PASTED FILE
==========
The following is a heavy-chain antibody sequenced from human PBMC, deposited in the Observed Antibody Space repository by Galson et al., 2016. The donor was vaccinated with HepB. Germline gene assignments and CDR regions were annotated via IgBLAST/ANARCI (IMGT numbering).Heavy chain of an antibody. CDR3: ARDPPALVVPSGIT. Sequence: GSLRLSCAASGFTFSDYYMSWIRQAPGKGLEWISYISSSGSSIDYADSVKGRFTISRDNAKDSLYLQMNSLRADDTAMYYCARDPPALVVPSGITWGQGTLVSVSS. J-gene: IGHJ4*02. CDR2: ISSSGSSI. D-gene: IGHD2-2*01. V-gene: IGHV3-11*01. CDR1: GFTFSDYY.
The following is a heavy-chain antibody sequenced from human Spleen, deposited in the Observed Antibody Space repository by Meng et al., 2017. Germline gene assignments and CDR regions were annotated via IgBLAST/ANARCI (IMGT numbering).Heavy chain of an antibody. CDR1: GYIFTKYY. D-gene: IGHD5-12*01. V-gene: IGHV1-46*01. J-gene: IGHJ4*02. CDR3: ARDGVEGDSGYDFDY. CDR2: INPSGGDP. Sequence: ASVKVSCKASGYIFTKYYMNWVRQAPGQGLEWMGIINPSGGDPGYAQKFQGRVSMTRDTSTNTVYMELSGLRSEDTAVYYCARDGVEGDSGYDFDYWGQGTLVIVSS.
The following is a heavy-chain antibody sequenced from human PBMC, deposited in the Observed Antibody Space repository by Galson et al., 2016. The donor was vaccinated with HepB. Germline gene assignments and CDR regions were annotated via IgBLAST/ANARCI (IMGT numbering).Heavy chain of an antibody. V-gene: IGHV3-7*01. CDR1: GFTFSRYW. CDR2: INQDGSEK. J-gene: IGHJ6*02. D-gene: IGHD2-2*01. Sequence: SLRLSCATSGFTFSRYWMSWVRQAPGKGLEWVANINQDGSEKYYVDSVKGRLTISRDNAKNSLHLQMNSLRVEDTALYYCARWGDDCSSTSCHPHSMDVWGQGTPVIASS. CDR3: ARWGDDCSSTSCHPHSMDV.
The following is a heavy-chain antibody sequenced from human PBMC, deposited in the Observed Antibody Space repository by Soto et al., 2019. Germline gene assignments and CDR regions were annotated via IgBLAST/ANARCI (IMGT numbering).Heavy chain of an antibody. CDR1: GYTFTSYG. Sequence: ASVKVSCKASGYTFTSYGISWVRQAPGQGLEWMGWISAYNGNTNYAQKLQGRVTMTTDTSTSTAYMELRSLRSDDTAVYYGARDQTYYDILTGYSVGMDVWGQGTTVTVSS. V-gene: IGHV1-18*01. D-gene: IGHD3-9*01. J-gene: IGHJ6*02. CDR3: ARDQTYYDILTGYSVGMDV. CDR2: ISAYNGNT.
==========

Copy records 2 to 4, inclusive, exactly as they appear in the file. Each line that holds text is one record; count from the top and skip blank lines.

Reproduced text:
The following is a heavy-chain antibody sequenced from human Spleen, deposited in the Observed Antibody Space repository by Meng et al., 2017. Germline gene assignments and CDR regions were annotated via IgBLAST/ANARCI (IMGT numbering).Heavy chain of an antibody. CDR1: GYIFTKYY. D-gene: IGHD5-12*01. V-gene: IGHV1-46*01. J-gene: IGHJ4*02. CDR3: ARDGVEGDSGYDFDY. CDR2: INPSGGDP. Sequence: ASVKVSCKASGYIFTKYYMNWVRQAPGQGLEWMGIINPSGGDPGYAQKFQGRVSMTRDTSTNTVYMELSGLRSEDTAVYYCARDGVEGDSGYDFDYWGQGTLVIVSS.
The following is a heavy-chain antibody sequenced from human PBMC, deposited in the Observed Antibody Space repository by Galson et al., 2016. The donor was vaccinated with HepB. Germline gene assignments and CDR regions were annotated via IgBLAST/ANARCI (IMGT numbering).Heavy chain of an antibody. V-gene: IGHV3-7*01. CDR1: GFTFSRYW. CDR2: INQDGSEK. J-gene: IGHJ6*02. D-gene: IGHD2-2*01. Sequence: SLRLSCATSGFTFSRYWMSWVRQAPGKGLEWVANINQDGSEKYYVDSVKGRLTISRDNAKNSLHLQMNSLRVEDTALYYCARWGDDCSSTSCHPHSMDVWGQGTPVIASS. CDR3: ARWGDDCSSTSCHPHSMDV.
The following is a heavy-chain antibody sequenced from human PBMC, deposited in the Observed Antibody Space repository by Soto et al., 2019. Germline gene assignments and CDR regions were annotated via IgBLAST/ANARCI (IMGT numbering).Heavy chain of an antibody. CDR1: GYTFTSYG. Sequence: ASVKVSCKASGYTFTSYGISWVRQAPGQGLEWMGWISAYNGNTNYAQKLQGRVTMTTDTSTSTAYMELRSLRSDDTAVYYGARDQTYYDILTGYSVGMDVWGQGTTVTVSS. V-gene: IGHV1-18*01. D-gene: IGHD3-9*01. J-gene: IGHJ6*02. CDR3: ARDQTYYDILTGYSVGMDV. CDR2: ISAYNGNT.